Auto Nation

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Now nearing its 100th birthday, the United States automobile industry has long been central to the health of the domestic economy. But for several decades, its preeminence has been challenged by the emergence of other industries, such as aerospace and technology. In addition, foreign car makers have vied successfully for the hearts and driveways of America's auto worshippers.

Employment in the industry has risen at only one-third the pace of U.S. private non-farm payrolls overall since World War II, and remains below its peak of 1.05 million jobs in the late 1970s. Reasons abound as to why this industry-which once accounted for 2 percent of all American jobs-is now responsible for only half that amount.

Despite the waning influence of the auto companies, the connection between industry staffing levels and consumer confidence remains quite strong (see chart at right). Like our American Demographics Consumer SentiMeter Index (which gauges confidence by tracking stock prices of economically sensitive companies), industry employment trends can provide some insights into spending patterns.

Don't get me wrong: Even at 1 percent of the total, the auto industry is still a very significant employer. Besides, buying a car represents a substantial outlay, an expense that is often delayed if buyers are apprehensive about the economy. That's why consumer confidence surveys try to ascertain buyers' intentions regarding autos and other deferrable expenditures, such as furniture, major appliances, and vacations.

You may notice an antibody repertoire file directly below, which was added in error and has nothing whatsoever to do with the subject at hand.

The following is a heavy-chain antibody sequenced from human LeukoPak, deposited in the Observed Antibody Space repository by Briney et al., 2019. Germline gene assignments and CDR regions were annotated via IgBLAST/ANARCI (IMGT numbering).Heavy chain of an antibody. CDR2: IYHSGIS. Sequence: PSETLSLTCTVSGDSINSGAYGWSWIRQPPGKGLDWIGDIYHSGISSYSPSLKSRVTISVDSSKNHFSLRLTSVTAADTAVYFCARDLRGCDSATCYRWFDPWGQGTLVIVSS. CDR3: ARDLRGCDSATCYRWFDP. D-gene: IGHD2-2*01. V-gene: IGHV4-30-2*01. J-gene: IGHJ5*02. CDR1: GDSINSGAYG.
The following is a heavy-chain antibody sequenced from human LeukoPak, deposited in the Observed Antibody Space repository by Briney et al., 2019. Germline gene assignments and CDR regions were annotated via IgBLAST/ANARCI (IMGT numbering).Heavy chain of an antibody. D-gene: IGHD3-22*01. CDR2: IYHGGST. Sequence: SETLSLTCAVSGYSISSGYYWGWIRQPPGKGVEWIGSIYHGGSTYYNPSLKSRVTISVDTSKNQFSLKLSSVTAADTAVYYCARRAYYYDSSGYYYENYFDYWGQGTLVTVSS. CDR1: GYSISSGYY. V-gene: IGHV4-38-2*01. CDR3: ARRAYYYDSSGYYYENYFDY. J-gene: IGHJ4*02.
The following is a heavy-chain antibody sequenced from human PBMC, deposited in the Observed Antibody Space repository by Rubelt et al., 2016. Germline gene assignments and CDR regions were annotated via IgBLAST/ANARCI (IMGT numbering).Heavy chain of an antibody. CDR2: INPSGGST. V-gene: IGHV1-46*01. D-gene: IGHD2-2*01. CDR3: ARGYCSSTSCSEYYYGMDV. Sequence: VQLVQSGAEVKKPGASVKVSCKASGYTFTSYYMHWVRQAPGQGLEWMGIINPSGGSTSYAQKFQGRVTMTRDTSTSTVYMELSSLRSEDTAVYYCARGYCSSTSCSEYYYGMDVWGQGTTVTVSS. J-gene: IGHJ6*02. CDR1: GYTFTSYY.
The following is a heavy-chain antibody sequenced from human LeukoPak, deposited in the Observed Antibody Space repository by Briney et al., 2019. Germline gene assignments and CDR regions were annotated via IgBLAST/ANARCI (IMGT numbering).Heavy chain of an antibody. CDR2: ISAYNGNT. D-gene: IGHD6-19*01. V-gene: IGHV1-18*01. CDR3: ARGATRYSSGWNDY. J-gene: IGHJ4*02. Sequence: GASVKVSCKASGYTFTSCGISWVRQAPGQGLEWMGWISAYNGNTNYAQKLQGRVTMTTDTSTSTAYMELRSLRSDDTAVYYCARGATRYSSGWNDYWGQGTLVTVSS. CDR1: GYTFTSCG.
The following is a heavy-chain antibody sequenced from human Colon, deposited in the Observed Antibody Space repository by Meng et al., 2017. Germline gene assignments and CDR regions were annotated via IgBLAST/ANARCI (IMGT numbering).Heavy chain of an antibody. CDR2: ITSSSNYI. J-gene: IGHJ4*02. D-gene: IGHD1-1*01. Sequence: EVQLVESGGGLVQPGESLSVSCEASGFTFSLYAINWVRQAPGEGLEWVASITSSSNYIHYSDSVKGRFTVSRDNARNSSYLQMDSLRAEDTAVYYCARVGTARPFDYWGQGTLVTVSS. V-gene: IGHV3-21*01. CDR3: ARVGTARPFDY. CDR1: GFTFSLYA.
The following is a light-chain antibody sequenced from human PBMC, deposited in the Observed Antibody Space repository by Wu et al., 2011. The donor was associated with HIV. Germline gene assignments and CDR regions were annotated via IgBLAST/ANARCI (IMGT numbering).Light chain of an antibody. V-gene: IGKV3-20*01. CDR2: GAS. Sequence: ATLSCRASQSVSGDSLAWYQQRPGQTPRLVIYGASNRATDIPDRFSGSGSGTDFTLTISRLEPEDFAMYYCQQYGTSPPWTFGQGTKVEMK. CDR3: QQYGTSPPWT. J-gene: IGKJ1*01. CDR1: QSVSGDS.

For years, the Big Three automakers have been trying to "right-size" their operations in order to meet demand and boost profitability. Recent trends have been encouraging: Annual sales of light vehicles have been hovering around 15 million units for the past five years, a far cry from the boom-bust cycle of previous periods, when unit sales could easily swing as much as 15 percent higher or lower than normal.

What's more, U.S. car companies are seeking stronger international ties in response to what appears to be global overcapacity. Chrysler's merger with Daimler-Benz last November is already boosting profitability while reducing each company's exposure to the whims of national economic cycles. And the consolidation trend continues: talks are under way between Sweden's Volvo and the Ford Motor Company (which already owns Jaguar in the United Kingdom) regarding a potential link-up.

After struggling with a whirlwind of destabilizing influences last fall, the economy-courtesy of the Federal Reserve's interest rate cuts-is back on firmer footing, as indicated by rebounding stock prices and consumer confidence. Should economic deceleration recur, the Fed has plenty of leeway to lower rates even further, given the modest rate of inflation.

Meanwhile, auto affordability is still being helped by low interest rates and fuel prices. Furthermore, new financing alternatives serve to reduce initial costs and monthly payments. Increasingly, buyers are being drawn to larger and more expensive models, which translates into bigger corporate profits. Barring an unforeseen hit to consumer attitudes, 1999 looks to be another good year for the auto industry and, by extension, the economy overall.

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